I'm also not convinced that the burner and boiler are producing sufficient steam. It seemed that the boiler pressure dropped faster than what I would have expected it to do. Only driving the car for some distance on the road will confirm this suspicion. I also believe that the slop in the valve action is making the engine less efficient. This engine doesn't seem to have the punch that Tom Marshall's Model 76 has but then again this is a heavier car than the model 76. Again some road time will provide information as actual performance. I do feel the hook-up pedal moving more than I do on the Model 76 and this could be related to improper valve adjustment as well.

Opening the steam oil separator drain only produced water and no oil. The condenser appears clean and the boiler blowdown also appeared clean. Inspection of the water supply tank at the end of the day shows it now contains cloudy water which is an indication of oil in the water supply. However none of the customary clumps of oil were observed in the tank. The steam oil separator will need to be opened to see if it is providing any oil separation. If not perhaps a finer filter material is needed.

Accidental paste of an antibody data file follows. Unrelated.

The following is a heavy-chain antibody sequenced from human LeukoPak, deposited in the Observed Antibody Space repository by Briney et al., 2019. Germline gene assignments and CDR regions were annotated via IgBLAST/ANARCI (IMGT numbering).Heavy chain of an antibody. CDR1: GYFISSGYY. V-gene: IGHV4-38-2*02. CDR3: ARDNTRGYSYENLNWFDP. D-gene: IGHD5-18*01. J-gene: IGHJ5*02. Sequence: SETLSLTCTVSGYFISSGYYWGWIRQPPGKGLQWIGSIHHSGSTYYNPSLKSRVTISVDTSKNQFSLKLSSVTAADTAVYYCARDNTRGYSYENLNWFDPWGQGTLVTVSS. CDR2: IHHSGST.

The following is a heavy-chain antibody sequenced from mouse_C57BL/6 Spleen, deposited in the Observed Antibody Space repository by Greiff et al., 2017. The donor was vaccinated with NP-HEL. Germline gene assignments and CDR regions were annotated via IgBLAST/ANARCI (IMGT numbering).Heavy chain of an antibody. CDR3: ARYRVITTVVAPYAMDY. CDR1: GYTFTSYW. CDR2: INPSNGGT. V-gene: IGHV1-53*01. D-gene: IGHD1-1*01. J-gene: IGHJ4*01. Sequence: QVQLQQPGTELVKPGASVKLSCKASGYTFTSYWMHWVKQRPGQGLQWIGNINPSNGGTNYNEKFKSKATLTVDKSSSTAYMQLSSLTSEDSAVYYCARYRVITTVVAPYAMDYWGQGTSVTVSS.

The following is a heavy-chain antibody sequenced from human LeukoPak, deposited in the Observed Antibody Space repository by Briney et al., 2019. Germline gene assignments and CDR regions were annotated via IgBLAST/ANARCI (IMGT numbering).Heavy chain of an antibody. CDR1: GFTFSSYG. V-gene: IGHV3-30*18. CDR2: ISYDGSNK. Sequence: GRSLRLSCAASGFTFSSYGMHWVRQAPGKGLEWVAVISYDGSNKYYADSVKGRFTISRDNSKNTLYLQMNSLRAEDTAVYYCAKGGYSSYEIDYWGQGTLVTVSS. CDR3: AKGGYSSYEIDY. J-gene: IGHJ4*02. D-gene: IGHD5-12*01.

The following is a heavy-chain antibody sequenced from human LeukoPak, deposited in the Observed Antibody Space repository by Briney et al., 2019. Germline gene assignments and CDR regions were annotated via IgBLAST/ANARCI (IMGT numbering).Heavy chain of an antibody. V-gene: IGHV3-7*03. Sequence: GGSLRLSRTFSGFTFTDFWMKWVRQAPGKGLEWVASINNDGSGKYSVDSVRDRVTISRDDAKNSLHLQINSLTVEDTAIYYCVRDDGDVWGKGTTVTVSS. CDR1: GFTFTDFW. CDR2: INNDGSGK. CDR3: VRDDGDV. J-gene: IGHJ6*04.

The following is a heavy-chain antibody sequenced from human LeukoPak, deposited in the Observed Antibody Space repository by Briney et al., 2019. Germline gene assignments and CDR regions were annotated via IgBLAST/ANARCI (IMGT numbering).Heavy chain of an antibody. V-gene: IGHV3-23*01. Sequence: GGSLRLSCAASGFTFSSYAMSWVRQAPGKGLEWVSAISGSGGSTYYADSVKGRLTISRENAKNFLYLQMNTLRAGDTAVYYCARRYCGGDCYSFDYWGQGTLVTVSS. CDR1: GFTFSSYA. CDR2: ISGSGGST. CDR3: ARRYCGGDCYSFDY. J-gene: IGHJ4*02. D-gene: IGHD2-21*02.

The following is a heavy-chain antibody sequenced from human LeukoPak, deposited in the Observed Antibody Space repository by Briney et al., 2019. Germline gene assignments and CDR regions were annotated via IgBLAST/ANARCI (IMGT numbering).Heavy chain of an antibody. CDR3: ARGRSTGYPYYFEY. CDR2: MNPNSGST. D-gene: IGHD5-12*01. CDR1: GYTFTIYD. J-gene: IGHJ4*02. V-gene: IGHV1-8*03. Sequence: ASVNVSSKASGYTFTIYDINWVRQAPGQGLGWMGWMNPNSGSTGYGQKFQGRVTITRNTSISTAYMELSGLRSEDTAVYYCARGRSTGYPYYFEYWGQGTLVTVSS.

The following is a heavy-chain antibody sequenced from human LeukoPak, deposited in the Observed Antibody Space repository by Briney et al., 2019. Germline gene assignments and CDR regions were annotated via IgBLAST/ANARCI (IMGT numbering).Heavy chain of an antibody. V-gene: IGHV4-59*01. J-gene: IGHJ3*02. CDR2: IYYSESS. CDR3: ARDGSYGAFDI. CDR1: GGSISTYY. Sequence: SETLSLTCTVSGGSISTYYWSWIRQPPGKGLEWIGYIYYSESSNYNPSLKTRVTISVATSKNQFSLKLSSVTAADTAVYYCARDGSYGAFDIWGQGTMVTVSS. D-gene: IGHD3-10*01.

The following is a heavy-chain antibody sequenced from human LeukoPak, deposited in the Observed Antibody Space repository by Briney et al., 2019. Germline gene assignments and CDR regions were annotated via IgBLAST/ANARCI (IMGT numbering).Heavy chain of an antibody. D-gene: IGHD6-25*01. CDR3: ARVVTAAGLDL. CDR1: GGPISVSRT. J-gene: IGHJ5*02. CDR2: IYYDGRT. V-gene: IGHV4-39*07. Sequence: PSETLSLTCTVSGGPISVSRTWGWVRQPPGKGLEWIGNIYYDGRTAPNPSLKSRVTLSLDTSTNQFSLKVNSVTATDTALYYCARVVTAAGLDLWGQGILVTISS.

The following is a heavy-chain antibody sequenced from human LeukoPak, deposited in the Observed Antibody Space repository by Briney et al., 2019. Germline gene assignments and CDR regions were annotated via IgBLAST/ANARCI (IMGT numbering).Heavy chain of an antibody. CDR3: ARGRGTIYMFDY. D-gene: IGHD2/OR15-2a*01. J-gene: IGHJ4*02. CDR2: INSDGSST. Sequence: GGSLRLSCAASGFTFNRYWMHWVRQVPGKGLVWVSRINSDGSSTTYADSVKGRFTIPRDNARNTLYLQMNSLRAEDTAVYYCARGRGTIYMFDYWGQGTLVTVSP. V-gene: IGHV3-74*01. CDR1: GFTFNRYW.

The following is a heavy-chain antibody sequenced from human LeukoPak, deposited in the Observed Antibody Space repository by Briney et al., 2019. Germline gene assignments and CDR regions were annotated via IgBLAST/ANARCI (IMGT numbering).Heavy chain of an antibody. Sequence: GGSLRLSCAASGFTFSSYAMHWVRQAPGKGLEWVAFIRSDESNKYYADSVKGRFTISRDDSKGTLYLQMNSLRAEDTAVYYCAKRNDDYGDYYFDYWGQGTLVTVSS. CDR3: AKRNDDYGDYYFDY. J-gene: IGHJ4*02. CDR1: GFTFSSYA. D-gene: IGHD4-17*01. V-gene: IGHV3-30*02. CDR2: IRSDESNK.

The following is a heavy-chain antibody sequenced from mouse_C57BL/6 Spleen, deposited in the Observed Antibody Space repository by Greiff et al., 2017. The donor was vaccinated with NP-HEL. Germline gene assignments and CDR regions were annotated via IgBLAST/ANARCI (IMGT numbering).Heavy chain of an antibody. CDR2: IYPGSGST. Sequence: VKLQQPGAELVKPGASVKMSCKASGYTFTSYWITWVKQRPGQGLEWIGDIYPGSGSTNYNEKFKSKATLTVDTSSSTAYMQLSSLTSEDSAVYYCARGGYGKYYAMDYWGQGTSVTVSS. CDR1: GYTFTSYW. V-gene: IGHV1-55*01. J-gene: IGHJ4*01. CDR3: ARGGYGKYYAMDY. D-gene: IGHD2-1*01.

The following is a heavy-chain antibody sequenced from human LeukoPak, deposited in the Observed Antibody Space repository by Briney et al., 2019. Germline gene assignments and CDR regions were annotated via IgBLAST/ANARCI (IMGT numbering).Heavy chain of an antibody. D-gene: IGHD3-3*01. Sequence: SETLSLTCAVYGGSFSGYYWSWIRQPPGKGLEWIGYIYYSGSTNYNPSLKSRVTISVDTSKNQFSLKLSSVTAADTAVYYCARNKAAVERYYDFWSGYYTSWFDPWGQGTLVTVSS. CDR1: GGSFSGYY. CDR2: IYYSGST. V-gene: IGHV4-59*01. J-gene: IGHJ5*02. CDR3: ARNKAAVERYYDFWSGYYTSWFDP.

Late in the afternoon the brass cap presently on the 1/4" pipe which will supply steam to the steam whistle had developed a steam leak. In attempting to tighten the cap the leak started to get worse so the car was disconnected from the dynamometer and returned to the garage. Blowdown of the boiler did not produce any steam oil residue and the water did not have a slimy feel indicating too much Washing Power to be present.

The repairs to the winker seem to have been successful. Initially the winker didn't wink all that positively but after a while of operation on the dynometer the winker was giving a solid winking action. With the amount of oil in the catch pans it appears that the oil delivery setting may be a bit high and could be lowered a small amount. Removal of the valve inspection port will indicate how much oil is in the engine.